Thanks to COVID-19, to get on any form of public transport these days, the law in most countries now dictates that you have to wear a face covering. Governments across the world have introduced compulsory mask-wearing (in some cases, even when outside) and airlines have made masks mandatory for all passengers.
What’s important to look for in a mask for flying?
First things first, check your airline’s guidelines – If you are planning to fly, make sure you read the airlines’ guidelines when it comes to which face covering they allow on their airplanes. For example, Lufthansa recently updated its guidelines to state that only FFP2, KN95, N95 or surgical masks would be allowed on their flights.
- Breathable – If you’re going to be passing through airports and getting on long-haul flights, the first thing you need to look for is a mask that is breathable and won’t leave you panting for breath! Many members of our community suggested that travellers take a few different types of masks with them when travelling. For example, some travellers prefer to wear one type of mask when they are on the plane and a different one when they are in the airport itself. This is because some masks offer a great level of protection for the wearer (such as the N95 mask) but are not so comfortable when worn for long periods of time, therefore it is better to limit the amount of time that you are wearing this mask as much as possible.
- Washable and Reusable – Single-use items have long been a drain on the planet’s resources. Since the Coronavirus pandemic started, thousands of disposable masks have been used once and thrown away, so much so that there’s been a surge in ocean pollution. You can’t blame citizens for this (assuming they haven’t dropped the mask in the oceans themselves, in which case, blame away…). Medical authorities recommend that masks such as the KN95 and surgical masks be disposed of after one usage. If you hate the thought of so much waste, you may prefer to invest in a fabric mask that is washable and reusable.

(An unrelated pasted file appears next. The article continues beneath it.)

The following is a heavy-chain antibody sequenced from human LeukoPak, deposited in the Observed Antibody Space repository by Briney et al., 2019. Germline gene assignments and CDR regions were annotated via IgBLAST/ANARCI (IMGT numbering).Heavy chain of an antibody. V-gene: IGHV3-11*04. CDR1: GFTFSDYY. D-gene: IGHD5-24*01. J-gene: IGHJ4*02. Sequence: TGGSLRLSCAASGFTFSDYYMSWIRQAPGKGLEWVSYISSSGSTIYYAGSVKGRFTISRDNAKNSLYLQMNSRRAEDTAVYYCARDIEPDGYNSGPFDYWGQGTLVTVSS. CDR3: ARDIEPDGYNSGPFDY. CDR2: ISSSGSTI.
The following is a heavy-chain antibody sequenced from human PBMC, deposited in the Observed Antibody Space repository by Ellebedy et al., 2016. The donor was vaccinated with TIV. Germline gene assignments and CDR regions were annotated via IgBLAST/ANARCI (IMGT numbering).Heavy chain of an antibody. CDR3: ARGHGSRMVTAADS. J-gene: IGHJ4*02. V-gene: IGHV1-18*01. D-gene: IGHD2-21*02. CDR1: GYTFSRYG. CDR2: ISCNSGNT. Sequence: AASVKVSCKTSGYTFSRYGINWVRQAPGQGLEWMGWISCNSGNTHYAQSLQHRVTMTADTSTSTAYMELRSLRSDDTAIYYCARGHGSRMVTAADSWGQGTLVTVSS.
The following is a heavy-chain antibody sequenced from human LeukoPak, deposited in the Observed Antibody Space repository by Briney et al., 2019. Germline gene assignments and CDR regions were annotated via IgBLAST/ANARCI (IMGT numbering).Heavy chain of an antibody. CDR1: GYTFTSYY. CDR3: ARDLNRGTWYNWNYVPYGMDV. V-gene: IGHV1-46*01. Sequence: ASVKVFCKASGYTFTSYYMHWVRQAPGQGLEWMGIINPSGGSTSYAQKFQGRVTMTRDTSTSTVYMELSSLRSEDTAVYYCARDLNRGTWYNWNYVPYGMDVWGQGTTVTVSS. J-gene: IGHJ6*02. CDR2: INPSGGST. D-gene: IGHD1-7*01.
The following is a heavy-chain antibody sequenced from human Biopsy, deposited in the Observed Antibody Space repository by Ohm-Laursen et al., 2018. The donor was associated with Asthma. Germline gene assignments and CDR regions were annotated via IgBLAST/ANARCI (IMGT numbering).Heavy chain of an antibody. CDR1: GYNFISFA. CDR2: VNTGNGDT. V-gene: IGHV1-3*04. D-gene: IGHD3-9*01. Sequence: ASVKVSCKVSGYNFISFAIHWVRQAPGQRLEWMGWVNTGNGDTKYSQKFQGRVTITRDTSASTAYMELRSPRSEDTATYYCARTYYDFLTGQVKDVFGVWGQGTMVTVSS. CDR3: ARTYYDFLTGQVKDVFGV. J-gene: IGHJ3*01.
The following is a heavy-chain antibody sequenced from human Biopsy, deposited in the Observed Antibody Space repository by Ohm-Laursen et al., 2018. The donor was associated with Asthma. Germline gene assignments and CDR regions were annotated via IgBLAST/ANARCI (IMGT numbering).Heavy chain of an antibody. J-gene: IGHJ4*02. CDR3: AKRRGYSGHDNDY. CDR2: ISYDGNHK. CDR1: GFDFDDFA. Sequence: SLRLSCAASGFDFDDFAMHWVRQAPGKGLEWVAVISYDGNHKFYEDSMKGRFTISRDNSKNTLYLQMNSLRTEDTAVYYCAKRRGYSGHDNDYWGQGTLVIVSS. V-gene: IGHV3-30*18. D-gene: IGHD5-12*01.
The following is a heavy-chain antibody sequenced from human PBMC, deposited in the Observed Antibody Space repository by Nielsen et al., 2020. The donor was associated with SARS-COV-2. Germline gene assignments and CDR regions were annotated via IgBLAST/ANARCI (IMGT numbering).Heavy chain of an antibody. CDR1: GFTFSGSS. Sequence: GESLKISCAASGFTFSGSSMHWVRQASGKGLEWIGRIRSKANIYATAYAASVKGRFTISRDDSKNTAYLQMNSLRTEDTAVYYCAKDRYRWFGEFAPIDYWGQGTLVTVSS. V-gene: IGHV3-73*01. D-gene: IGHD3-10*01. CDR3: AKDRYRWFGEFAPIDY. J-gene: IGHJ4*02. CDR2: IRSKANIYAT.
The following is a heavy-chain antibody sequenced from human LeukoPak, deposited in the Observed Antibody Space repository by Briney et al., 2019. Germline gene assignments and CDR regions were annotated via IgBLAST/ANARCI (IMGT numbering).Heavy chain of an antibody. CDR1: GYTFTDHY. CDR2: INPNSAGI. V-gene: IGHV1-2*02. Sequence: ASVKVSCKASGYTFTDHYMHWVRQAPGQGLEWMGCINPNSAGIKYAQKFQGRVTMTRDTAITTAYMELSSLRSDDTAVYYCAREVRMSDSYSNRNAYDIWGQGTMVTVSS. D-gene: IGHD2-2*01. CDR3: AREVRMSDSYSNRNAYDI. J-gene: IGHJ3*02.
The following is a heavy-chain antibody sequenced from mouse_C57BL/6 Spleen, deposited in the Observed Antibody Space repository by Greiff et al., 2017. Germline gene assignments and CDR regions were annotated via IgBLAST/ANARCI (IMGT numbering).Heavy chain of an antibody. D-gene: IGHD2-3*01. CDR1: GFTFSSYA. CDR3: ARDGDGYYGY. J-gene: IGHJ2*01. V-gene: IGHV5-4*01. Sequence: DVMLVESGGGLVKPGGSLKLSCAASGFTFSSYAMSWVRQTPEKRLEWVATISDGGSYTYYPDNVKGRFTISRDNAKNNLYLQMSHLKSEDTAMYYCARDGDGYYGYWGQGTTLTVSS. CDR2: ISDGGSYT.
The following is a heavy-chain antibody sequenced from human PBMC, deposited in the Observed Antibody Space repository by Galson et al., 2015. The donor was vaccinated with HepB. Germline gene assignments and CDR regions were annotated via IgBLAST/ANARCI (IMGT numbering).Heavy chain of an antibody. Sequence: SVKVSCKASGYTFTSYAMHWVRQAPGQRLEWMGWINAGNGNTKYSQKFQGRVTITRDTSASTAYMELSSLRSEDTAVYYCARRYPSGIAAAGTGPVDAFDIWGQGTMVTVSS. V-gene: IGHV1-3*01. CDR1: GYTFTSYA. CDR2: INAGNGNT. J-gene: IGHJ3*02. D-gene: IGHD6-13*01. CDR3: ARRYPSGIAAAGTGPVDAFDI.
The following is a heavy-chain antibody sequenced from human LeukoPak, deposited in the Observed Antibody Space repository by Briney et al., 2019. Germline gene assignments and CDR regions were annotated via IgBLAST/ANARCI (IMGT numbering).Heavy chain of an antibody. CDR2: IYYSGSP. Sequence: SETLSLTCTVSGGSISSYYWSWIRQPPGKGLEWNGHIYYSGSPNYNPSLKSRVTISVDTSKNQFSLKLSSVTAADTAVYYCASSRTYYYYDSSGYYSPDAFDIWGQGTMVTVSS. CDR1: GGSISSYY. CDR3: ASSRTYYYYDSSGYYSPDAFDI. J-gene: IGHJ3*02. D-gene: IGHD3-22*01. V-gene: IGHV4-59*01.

- Comfortable – If you’re going to be sitting on a long-haul flight for several hours, you will need something that you feel comfortable in. Our ears have really taken a beating over the past year and many people look for a mask with adjustable straps so that it fits better and relieves pressure behind the ears. Some people prefer the strap that fits around the bottom of their head instead. In addition, some of the fabric masks have foam fitted around the nose piece to prevent air leakage and also to make the mask more comfortable for the wearer.
- Filtration – When it comes to filtration, we are talking about the percentage of aerosol particles that the mask filters out. For example, the safest mask available, the N95 respirator, is named according to the percentage of particles that it filters out, 95-97%. On the other hand, surgical masks and cloth masks offer less protection, but many claim that they are easier to breathe in.
- Snug fitting – While some masks, such as the FFP masks (see below), offer a high level of protection, remember that these types of masks are only effective in keeping you safe if the mask is properly fitted. Having a gaping hole above your nose means that air can leak in and out and the mask will not offer as much protection. It is also believed that facial hair and masks are not a good combo. The hair growth widens the gap between the face and the mask, meaning that more air can enter and escape. The clean shaven look is very 2021.
Source: Travel pulse, Backpacker south east asia.